Los Angeles County, the nation’s second-largest school district, announced this week that students will not be returning for in-person classes this fall and must instead continue to participate in the failed distance-learning experiment it initiated after the onset of COVID-19.
This decision was made not by the parents or the schools but by the teachers union, which has opposed all attempts to reopen the county’s schools.
United Teachers Los Angeles, which represents more than 35,000 teachers in the area, argued at first that the health of its members and the students they teach was the primary concern. How, they asked, would the schools be cleaned regularly with so many different people entering and exiting at all times of the day? And is it even possible for schools to enforce social distancing among young students?
These are reasonable concerns, but UTLA didn’t stop there. In a report released this week, the union made a series of demands the county must meet before its teachers will agree to go back to work. The demands include defunding the Los Angeles Police Department, implementing a federal “Medicare for All” program, enforcing several new wealth taxes, and placing a “moratorium” on all charter schools. Passing these policies, the union argued, is the only way to keep minority students truly safe.
The union’s demands are profoundly unserious. This malingering will hurt rather than help Los Angeles’s students. Study after study has proven that distance learning is not working. Young children, especially those with special needs, are facing serious setbacks that will take months, maybe even years, to address. A Reuters analysis last month found that fewer than half of 57 public school districts were even taking attendance. And in Los Angeles, UTLA made it so that schools could not mandate face-to-face online instruction.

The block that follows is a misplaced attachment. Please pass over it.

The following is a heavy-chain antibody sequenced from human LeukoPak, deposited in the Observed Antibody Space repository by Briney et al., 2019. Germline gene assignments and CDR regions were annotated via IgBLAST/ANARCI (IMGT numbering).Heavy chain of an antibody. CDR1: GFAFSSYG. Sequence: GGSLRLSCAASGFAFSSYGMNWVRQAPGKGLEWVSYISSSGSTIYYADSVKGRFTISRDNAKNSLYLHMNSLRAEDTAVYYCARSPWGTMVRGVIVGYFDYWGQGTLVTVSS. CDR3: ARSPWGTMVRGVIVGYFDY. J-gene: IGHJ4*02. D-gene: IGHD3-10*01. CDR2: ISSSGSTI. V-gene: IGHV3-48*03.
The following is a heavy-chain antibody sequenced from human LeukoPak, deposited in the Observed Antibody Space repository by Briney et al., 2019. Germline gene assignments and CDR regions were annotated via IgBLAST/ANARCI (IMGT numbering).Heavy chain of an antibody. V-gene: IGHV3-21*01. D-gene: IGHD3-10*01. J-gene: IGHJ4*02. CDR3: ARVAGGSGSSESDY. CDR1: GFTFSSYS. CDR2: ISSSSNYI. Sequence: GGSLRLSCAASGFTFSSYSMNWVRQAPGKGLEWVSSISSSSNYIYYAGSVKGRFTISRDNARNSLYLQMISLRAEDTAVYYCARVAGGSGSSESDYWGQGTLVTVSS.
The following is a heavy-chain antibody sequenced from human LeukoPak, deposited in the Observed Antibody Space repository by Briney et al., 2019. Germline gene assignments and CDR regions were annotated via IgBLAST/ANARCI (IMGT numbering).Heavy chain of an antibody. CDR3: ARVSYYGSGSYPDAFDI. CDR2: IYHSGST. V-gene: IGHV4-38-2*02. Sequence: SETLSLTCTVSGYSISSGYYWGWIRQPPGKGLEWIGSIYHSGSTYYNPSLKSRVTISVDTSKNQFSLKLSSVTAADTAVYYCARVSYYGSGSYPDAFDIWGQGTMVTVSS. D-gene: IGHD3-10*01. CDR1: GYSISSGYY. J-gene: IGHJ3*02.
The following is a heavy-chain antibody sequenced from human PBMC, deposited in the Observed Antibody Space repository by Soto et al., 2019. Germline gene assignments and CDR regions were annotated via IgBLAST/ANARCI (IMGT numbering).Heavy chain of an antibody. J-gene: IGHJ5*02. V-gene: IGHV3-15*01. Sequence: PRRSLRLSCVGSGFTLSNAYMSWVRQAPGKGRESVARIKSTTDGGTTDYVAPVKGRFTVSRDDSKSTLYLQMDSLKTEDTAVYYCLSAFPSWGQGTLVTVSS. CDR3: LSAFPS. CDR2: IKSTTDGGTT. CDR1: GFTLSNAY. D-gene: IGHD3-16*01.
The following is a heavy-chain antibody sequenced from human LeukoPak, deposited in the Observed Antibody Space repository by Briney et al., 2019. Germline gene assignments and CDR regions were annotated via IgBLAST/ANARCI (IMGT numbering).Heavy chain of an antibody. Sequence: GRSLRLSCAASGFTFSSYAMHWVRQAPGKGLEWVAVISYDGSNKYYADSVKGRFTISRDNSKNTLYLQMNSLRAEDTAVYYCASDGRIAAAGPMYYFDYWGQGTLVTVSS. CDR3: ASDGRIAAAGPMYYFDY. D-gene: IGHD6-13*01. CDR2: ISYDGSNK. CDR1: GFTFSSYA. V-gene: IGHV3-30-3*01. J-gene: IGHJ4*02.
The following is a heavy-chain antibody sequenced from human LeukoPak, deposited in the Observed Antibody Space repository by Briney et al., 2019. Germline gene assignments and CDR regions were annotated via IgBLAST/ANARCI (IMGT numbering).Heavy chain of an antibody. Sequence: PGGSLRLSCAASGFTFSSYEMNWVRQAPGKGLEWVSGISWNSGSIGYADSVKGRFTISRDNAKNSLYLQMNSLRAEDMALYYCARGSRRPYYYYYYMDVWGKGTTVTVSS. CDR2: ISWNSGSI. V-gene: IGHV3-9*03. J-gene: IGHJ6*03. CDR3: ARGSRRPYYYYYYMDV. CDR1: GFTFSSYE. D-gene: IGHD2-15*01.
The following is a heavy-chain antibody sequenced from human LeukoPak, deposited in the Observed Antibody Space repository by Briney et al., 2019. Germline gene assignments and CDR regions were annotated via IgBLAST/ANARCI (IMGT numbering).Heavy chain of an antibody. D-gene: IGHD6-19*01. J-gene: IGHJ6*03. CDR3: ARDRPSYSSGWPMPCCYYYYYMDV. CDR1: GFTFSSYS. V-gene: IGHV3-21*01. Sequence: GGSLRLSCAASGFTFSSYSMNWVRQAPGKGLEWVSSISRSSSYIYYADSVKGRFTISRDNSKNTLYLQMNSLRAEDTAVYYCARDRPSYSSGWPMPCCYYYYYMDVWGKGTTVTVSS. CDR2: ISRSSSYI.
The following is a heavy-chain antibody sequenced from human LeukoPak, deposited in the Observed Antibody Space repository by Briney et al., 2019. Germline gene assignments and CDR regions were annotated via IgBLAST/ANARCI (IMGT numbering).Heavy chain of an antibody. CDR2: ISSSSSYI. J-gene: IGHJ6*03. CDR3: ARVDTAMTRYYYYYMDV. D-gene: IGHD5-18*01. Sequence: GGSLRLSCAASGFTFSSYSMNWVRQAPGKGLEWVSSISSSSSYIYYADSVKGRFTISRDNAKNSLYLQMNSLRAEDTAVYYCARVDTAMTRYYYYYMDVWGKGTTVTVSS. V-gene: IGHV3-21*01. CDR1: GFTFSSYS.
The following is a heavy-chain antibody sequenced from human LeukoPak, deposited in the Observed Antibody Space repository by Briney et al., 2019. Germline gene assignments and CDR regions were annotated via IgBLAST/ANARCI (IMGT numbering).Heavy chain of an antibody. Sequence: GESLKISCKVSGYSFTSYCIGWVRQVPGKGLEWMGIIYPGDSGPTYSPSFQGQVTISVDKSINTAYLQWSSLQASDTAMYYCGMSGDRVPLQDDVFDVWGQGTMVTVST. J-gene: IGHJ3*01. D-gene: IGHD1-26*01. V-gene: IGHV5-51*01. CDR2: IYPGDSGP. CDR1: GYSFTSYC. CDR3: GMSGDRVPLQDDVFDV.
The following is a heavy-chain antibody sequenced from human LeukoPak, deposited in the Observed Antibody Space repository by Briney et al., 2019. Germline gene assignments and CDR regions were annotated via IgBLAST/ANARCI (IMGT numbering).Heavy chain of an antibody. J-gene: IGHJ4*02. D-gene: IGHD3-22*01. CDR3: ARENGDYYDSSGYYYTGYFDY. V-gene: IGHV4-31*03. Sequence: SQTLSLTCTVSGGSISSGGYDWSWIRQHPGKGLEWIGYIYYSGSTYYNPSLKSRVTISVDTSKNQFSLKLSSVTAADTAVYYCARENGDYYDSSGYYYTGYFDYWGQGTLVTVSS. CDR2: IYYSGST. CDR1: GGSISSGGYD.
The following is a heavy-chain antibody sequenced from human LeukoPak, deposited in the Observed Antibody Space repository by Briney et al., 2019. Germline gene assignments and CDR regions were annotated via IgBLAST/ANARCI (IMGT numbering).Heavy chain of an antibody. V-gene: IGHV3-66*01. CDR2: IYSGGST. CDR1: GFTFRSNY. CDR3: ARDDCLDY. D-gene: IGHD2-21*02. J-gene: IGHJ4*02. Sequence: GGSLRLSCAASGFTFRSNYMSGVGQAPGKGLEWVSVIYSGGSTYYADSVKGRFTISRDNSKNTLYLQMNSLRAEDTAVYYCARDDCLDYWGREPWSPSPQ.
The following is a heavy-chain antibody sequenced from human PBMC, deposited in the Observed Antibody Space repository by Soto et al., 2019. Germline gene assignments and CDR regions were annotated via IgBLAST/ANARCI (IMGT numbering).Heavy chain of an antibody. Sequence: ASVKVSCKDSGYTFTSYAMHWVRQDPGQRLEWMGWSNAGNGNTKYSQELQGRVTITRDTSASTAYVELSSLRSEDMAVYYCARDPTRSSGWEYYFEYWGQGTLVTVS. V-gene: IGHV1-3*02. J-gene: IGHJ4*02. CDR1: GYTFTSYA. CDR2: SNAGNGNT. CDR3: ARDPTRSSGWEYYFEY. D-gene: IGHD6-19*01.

As a result, test scores have tanked. Overall achievement has dropped, and the gap between high- and low-achieving students has become larger — not just in Los Angeles but across the country. Yet, few teachers have been willing to speak up and admit that the current situation is unsustainable. Instead, they’re hiding behind the unions while local and state officials try to find a compromise that will work for both parents and educators.
New York City Mayor Bill de Blasio’s idea of a compromise is to delay reopening the city’s schools while providing employed parents with free child care. The city will work with community centers, libraries, and other large community spaces to set up makeshift day care facilities so parents can return to work, according to the new plan.
So essentially, de Blasio is just reopening school but without the learning. Brilliant!
Here’s a better idea for de Blasio: Reopen the city’s schools. Follow the recommendations of the American Academy of Pediatrics, which take into account the apparently minimal risk to children and the fact that the drawbacks of keeping schools closed outweigh health benefits.
Every official in this country should be following this course of action. And if that means implementing certain restrictions, such as smaller class sizes, enforced social distancing, and additional cleanings, then do that, too
Teachers unions should be working with government officials to draft these new guidelines rather than blocking all efforts to reopen. Because, at the end of the day, the students must come first. Surely, our teachers should know that.
Author : Washington Examiner
Source : Washington Examiner : Teachers unions have abandoned our students by blocking reopening